User Switching

Isn’t it a pain to log out and log in as a different user with different permissions when testing sites? Often over and over again? Trim the process down to a click with this handy plugin.

String Locator

You’re working on a site, and you notice a string of text that you want to change. It seems to be hardcoded somewhere, but where? This plugin can find it for you. Easily search through the files that make up the site, even the WordPress core. Pick your choice from the results and edit it right in your browser. Problem solved.

WordPress Reset

When you need to start over, at least with the database, this plugin resets the WordPress database back to its defaults. It deletes all content and customizations. It does not delete any files.


Do you have a regular set of plugins or themes you install when you set up a new site or test site? Instead of adding them manually one at a time, use WPRoller to create an installation bundle that lets you add plugins and themes to your installer zips and customize your installation. You can also configure your default setup to do things like remove the ubiquitous hello Dolly plugin and sample pages.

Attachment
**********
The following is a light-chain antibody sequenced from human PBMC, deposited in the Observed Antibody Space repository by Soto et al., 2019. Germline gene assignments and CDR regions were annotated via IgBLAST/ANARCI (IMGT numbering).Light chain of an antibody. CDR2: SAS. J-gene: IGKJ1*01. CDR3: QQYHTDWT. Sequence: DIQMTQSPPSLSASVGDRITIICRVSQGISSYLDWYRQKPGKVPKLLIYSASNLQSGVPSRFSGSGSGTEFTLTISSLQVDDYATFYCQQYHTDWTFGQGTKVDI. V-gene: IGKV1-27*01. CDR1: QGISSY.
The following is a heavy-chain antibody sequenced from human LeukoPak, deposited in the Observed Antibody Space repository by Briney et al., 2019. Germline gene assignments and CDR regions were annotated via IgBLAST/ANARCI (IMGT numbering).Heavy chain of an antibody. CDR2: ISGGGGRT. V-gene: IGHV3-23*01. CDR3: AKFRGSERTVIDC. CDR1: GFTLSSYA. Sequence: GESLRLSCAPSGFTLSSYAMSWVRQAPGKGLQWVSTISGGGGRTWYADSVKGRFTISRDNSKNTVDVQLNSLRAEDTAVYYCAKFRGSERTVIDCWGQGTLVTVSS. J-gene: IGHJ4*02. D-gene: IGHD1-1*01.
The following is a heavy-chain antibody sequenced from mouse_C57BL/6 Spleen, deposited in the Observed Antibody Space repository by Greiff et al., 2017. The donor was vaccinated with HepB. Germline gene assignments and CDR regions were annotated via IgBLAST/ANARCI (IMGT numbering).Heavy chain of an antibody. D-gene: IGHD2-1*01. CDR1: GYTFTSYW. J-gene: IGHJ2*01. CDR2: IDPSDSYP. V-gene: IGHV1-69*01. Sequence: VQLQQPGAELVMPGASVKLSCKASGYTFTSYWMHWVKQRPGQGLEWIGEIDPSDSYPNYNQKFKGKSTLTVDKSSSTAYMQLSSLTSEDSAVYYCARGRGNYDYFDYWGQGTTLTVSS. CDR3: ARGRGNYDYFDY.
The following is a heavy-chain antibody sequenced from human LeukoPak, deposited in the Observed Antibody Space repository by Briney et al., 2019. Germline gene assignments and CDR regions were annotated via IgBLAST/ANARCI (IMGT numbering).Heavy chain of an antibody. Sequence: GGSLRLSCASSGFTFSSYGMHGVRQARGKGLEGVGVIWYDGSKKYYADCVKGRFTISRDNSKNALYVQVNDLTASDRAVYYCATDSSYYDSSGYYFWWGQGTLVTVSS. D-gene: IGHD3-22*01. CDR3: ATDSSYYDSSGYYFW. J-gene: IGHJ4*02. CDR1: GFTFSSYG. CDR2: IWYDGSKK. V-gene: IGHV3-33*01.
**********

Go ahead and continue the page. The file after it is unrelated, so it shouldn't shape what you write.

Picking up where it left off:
Let WordPress scripts and dev tools do the heavy lifting

On the surface, WordPress and WordPress scripts look so simple, but underneath is a mass of loops, hooks and potential complications that take time to manage and expertise to master.
Tools like the WP-CLI interface, theme frameworks, and developer-focused plugins exist to make that job easier.

Why not let them take some of the heavy lifting off your hands?